dr. saleema rahman refugee doctor
Ranra

This Afghan Refugee Doctor Is Breaking Barriers To Save Lives of Coronavirus Patients in Pakistan

Dr Saleema Rehman, Afghan Refugee, is paying it back in Pakistan where she is working tirelessly—fighting Coronavirus at frontlines.


Bordered on the West and the North of Pakistan, Afghanistan remains a country till date which has seen so many things in a single century, from the era of modernization when Burqa was optional to the phase where the locals were forced to flee their native land and move to Pakistan to escape from the bloodshed amidst the open-ended war and settle in the heart of the then N.W.F.P’s (now KPK) Peshawar; commonly referred to as ‘The city of flowers’.

The relations between these two countries remained savory at times and highly tense most of the time but despite that, the commons from both sides of the border share immense love and always step up to come foremost whenever they see stress on either side of the border.

Such is an individual today that we talk about — Dr. Saleema Rehman, a noblewoman of Afghan lineage who is breaking barriers to heal Pakistan’s poor during the global pandemic.

Dr. Saleema Rehman, an Afghan refugee doctor is working tirelessly to save lives of many in Pakistan

After the inevitable rounds that the Novel Virus COVID-19 made around the West, it was Pakistan’s turn now to face its wrath. With the deficit of essential medical supplies and manpower in the field of medicine, Saleema came in true form with honor to the oath that she took before coming into practice as a doctor and by ignoring all the risky factors that could’ve led to her death, she serves in the Holy Family hospital in Rawalpindi, Pakistan.

Saleema (centre) with supervisor Humaira Bilgis and a patient at Holy Family Hospital.
Saleema (centre) with supervisor Humaira Bilgis and a patient at Holy Family Hospital. © UNHCR/Roger Arnold

Saleema’s father, Abdul Rehman, fled Afghanistan at the age of 13 in hopes of more sustained and prosperous life at the other side of the border and settled in the Northwest of Pakistan and did not only leave any stone unturned to provide his daughter all the basic amenities of life and ladder to climb the steps of success but did also remain an advocate for the education of girls. It was after dawn when he’d go out and sell bananas to make a living for his family and when that didn’t seem enough, he stared designing carpets too after dusk.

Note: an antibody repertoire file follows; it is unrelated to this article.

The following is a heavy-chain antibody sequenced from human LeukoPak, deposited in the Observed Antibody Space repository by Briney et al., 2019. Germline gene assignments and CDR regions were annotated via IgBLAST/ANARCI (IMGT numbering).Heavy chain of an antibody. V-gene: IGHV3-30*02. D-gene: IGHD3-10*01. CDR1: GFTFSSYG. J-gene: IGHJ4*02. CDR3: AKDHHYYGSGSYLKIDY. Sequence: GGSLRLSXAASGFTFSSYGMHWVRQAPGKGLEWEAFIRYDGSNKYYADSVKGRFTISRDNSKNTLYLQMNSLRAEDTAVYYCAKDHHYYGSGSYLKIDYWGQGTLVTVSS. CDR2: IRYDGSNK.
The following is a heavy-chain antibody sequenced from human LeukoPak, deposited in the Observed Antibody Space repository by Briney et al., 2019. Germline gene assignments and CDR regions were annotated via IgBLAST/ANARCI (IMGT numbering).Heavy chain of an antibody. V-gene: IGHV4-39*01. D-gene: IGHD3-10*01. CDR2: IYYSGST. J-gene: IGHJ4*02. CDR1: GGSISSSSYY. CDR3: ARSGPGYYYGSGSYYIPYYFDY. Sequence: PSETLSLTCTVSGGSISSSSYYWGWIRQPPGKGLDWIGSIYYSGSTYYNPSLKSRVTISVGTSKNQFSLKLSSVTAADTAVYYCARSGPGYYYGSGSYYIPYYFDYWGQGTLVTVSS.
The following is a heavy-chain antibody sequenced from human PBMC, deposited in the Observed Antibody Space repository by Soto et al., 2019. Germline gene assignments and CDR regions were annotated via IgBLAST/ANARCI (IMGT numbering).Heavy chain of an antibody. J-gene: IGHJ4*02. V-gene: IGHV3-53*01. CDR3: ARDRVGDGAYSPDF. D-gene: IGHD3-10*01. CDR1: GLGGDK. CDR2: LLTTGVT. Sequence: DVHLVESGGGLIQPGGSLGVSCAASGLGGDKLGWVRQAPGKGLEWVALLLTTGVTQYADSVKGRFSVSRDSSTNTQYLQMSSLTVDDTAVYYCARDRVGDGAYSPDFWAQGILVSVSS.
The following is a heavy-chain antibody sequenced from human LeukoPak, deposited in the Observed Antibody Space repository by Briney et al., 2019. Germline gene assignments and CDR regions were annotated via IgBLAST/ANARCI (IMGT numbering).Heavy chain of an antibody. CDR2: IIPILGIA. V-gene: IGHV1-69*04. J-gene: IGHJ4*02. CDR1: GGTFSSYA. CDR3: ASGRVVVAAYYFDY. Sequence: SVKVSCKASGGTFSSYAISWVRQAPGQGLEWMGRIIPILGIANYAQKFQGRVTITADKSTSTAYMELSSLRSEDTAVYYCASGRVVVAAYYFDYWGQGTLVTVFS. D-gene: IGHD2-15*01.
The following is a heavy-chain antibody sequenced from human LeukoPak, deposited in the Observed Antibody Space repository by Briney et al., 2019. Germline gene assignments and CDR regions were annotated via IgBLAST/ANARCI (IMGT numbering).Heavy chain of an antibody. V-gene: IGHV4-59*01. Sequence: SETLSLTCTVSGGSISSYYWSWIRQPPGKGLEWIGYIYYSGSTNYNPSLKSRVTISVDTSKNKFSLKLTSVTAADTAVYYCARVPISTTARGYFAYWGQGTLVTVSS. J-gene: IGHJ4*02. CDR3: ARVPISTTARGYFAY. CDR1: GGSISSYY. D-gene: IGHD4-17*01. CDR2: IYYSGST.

Ultimately, after years of nurture, a highly-prized scholarship awarded by Pakistan inaugurated the gateways to Saleema’s medicinal career.

Saleema takes a short tea break outside the hospital with her father, Abdul Rehman.
Saleema takes a short tea break outside the hospital with her father, Abdul Rehman. © UNHCR/Roger Arnold

According to information available on the UNHCR website, she works as a gynecologist and delivers about 5 babies a day in Rawalpindi’s Holy Family Hospital and serves about 40 women daily.

Saleema manages to get some extra hours done as well as her job requirement sometimes exceeds the hours given in the criterion and without a second thought she is always determined to get the extra hours done and serve the patients as long as she can at the cost of her relaxation and comfort.

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“I have a duty to help women,” she says, warmly. “I feel so lucky. In my community many girls do not get this opportunity. I think it is in my destiny.”

“If the Pakistan government allows us Afghan refugees to practice here, we can be very helpful to our community, and I can work for the Pakistanis as well.”

If Saleema succeeds, she hopes to inspire other refugee girls.

“Whenever I go home, women come to me and say they feel very proud. I am so happy that maybe their ideas will change and they will send their daughters to school. I want them to get an education. This will make a difference to generations.”

UNHCR paid tribute to the refugee doctor, serving humanity in the hour of utmost need.

The United Nations High Commissioner for Refugees took to Twitter to appreciate Dr. Saleema Rehman for her services during a time of global health crisis. In its tweet, the UNHCR Representation for EU Affairs said:

Applauding the 28-year-old refugee doctor, Atif Mashal, President Ashraf Ghani’s Special Representative and Ambassador to Pakistan, said:

Pakistan happens to be amongst the worst hit countries in South Asia from the Novel virus COVID-19 but it is people like her that always come forward regardless of any discrimination and help the neediest.

It is for people like Saleema on either sides of the border that we have this bond of love and purity remaining despite all the bloodhshed and violence that’s happening since decades.

We wish all the best to Saleema and all the medical personnel working tiredlessly throughout the globe to defeat thsis deadly virus.


Stasu Raaye

Gulsher